Christel Schmidt is a film historian and co-editor of “Silent Movies: The Birth of Film and the Triumph of Movie Culture.” The two fellowships she received from the National Endowment for the Humanities resulted in her recent book, “Mary Pickford: Queen of the Movies.” Signing at noon.
Walter Stahr, who has been a lawyer for three decades, published his first book, “John Jay: Founding Father,” in 2005. His most recent book is a biography of the 16th president’s secretary of state: “Seward: Lincoln’s Indispensable Man.” Signing at 1.
Taylor Branch won a Pulitzer Prize for “Parting the Waters,” the first book in his “America in the King Years” trilogy. His eight-year project to gather a sitting president’s comprehensive oral history on tape resulted in “The Clinton Tapes: Wrestling History with the President” (1990). Most recently, he has returned to the civil rights period for “The King Years: Moments in the Civil Rights Movement.” Signing at 2:30.
Kenneth W. Mack is the inaugural Lawrence Biele professor of law at Harvard University and the co-faculty leader of the Harvard Law School law and history program. His book “Representing the Race: The Creation of the Civil Rights Lawyer” was published in 2012. Signing at 3.
Steve Vogel, who covers the federal government and the military for The Washington Post, published “The Pentagon: A History” in 2007. In “Through the Perilous Fight: Six Weeks That Saved the Nation,” he tells the story of the British attack on Washington in 1814, when Rear Adm. Cockburn “waged a campaign of terror along the Chesapeake Bay.” Signing at 4.
David Nasaw, the Arthur M. Schlesinger Jr. professor of history at the City University of New York, is the author of “The Chief: The Life of William Randolph Hearst,” “Andrew Carnegie” and his most recent biography, “The Patriarch: The Remarkable Life and Turbulent Times of Joseph P. Kennedy.” Signing at 2.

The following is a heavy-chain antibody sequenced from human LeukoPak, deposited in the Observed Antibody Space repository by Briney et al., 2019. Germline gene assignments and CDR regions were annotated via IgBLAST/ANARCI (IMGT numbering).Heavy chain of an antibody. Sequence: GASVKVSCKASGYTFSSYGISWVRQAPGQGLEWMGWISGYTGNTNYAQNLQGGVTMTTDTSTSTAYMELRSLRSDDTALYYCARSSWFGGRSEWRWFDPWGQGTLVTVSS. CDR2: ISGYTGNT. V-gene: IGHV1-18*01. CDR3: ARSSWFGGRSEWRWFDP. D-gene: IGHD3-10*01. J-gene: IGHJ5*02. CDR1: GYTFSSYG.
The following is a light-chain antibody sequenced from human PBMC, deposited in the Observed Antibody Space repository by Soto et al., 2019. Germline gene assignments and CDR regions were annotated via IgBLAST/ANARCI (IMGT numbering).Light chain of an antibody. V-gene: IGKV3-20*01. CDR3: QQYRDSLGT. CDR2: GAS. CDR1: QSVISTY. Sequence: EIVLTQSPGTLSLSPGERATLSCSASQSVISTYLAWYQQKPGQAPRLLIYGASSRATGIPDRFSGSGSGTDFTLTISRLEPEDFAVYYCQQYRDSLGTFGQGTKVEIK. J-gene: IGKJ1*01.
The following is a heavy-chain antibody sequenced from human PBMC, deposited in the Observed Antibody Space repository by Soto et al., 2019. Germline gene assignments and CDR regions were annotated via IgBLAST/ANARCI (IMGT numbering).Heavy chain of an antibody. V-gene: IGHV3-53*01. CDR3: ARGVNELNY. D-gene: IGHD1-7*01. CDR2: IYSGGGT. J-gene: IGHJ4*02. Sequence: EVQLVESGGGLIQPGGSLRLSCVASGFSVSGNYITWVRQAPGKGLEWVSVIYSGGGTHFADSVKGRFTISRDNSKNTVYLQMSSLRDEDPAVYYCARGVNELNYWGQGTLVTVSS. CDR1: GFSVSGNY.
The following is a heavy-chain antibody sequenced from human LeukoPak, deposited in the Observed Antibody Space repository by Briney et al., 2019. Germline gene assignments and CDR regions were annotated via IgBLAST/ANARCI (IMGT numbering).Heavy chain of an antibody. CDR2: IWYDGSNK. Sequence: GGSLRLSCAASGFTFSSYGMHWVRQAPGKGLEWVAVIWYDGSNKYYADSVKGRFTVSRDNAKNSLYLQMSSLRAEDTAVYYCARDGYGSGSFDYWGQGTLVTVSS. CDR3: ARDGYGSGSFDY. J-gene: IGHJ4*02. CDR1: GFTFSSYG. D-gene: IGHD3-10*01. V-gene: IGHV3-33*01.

Henry Wiencek’s “Master of the Mountain” has been the subject of fierce debate for its unflattering portrait of Thomas Jefferson: He depicts the third president as a cruel slaveholder who valued money more than the principles he espoused as a founding father. Signing at 3.
Marie Arana’s writing often reflects her life as the daughter of a Peruvian father and an American mother. Her memoir, “American Chica: Two Worlds, One Childhood,” was a finalist for the National Book Award in 2001. A former editor of The Washington Post’s Book World, she is also the author of the novels “Cellophane” and “Lima Nights.” She recently turned to biography with “Bolívar: American Liberator.” Signing at 4.
Sunday, Sept. 22
A. Scott Berg won a National Book Award for his first book, “Max Perkins: Editor of Genius.” His third book, “Lindbergh,” about the famous aviator, won the Pulitzer Prize. Most recently, he has chronicled the life of Woodrow Wilson, 28th president of the United States, in “Wilson.” Signing at 1:30.
William P. Jones, an associate professor of history at the University of Wisconsin at Madison, is the author of “The Tribe of Black Ulysses: African American Lumber Workers in the Jim Crow South.” His new book is “The March on Washington: Jobs, Freedom and the Forgotten History of Civil Rights.” Signing at 2:30.
Sheila Miyoshi Jager, chair of the East Asian studies department at Oberlin College, is the author of “Narratives of Nation Building in Korea: A Genealogy of Patriotism” and co-editor of “Ruptured Histories: War, Memory, and the Post-Cold War in Asia.” Her new book, “Brothers at War: The Unending Conflict in Korea,” is a military, political and cultural history told from the American, North and South Korean, Soviet-Russian, and Chinese perspectives. Signing at 3:30.
Denise Kiernan has written for the Wall Street Journal, Ms. magazine and many other publications, and she was head writer for the television quiz show “Who Wants to Be a Millionaire” during its first season. Her new book on the Manhattan Project is “The Girls of Atomic City: The Untold Story of the Women Who Helped Win World War II.” Signing at 4:30.
Evan Thomas is well known to viewers of the PBS public affairs show “Inside Washington.” In 2010, he published “The War Lovers: Roosevelt, Lodge, Hearst, and the Rush to Empire, 1898.” Thomas has since turned again to the post-WWII era with “Ike’s Bluff: President Eisenhower’s Secret Battle to Save the World,” portraying the 34th president as an underrated leader who prevented a nuclear war. Signing at 4:45.
Rick Atkinson, a three-time Pulitzer Prize winner, was a reporter and editor at The Washington Post for 20 years. He is the author of six works of narrative military history. The most recent, “The Guns at Last Light: The War in Western Europe, 1944-1945,” completes his Liberation Trilogy, which he began in 2002 with “An Army at Dawn: The War in North Africa, 1942-1943.” Signing at 3.